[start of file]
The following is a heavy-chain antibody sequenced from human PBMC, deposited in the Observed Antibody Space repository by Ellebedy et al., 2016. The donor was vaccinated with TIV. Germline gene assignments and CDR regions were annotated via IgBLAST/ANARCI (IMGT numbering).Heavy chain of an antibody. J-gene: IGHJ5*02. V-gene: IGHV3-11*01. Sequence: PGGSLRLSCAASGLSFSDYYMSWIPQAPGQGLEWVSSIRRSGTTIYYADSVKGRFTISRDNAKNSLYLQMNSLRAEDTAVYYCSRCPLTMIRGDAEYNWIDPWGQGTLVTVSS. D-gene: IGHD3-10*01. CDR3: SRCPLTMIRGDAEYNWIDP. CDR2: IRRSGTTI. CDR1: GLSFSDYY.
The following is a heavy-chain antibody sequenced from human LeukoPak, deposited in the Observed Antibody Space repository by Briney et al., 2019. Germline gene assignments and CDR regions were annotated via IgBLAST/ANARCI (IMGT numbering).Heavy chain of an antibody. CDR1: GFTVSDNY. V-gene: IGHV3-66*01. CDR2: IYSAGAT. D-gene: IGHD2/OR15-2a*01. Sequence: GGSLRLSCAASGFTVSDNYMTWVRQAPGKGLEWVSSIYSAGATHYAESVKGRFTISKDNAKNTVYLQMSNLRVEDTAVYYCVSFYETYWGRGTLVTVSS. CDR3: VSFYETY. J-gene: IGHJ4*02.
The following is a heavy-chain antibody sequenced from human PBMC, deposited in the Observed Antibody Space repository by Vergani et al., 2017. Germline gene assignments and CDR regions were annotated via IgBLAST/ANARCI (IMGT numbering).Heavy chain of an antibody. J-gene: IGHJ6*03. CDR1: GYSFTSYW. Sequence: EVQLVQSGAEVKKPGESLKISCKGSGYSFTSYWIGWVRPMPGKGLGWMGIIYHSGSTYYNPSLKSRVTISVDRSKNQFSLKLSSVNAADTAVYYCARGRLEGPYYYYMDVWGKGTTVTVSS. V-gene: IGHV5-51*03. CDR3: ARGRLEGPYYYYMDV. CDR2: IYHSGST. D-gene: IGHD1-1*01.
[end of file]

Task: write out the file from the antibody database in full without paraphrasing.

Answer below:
The following is a heavy-chain antibody sequenced from human PBMC, deposited in the Observed Antibody Space repository by Ellebedy et al., 2016. The donor was vaccinated with TIV. Germline gene assignments and CDR regions were annotated via IgBLAST/ANARCI (IMGT numbering).Heavy chain of an antibody. J-gene: IGHJ5*02. V-gene: IGHV3-11*01. Sequence: PGGSLRLSCAASGLSFSDYYMSWIPQAPGQGLEWVSSIRRSGTTIYYADSVKGRFTISRDNAKNSLYLQMNSLRAEDTAVYYCSRCPLTMIRGDAEYNWIDPWGQGTLVTVSS. D-gene: IGHD3-10*01. CDR3: SRCPLTMIRGDAEYNWIDP. CDR2: IRRSGTTI. CDR1: GLSFSDYY.
The following is a heavy-chain antibody sequenced from human LeukoPak, deposited in the Observed Antibody Space repository by Briney et al., 2019. Germline gene assignments and CDR regions were annotated via IgBLAST/ANARCI (IMGT numbering).Heavy chain of an antibody. CDR1: GFTVSDNY. V-gene: IGHV3-66*01. CDR2: IYSAGAT. D-gene: IGHD2/OR15-2a*01. Sequence: GGSLRLSCAASGFTVSDNYMTWVRQAPGKGLEWVSSIYSAGATHYAESVKGRFTISKDNAKNTVYLQMSNLRVEDTAVYYCVSFYETYWGRGTLVTVSS. CDR3: VSFYETY. J-gene: IGHJ4*02.
The following is a heavy-chain antibody sequenced from human PBMC, deposited in the Observed Antibody Space repository by Vergani et al., 2017. Germline gene assignments and CDR regions were annotated via IgBLAST/ANARCI (IMGT numbering).Heavy chain of an antibody. J-gene: IGHJ6*03. CDR1: GYSFTSYW. Sequence: EVQLVQSGAEVKKPGESLKISCKGSGYSFTSYWIGWVRPMPGKGLGWMGIIYHSGSTYYNPSLKSRVTISVDRSKNQFSLKLSSVNAADTAVYYCARGRLEGPYYYYMDVWGKGTTVTVSS. V-gene: IGHV5-51*03. CDR3: ARGRLEGPYYYYMDV. CDR2: IYHSGST. D-gene: IGHD1-1*01.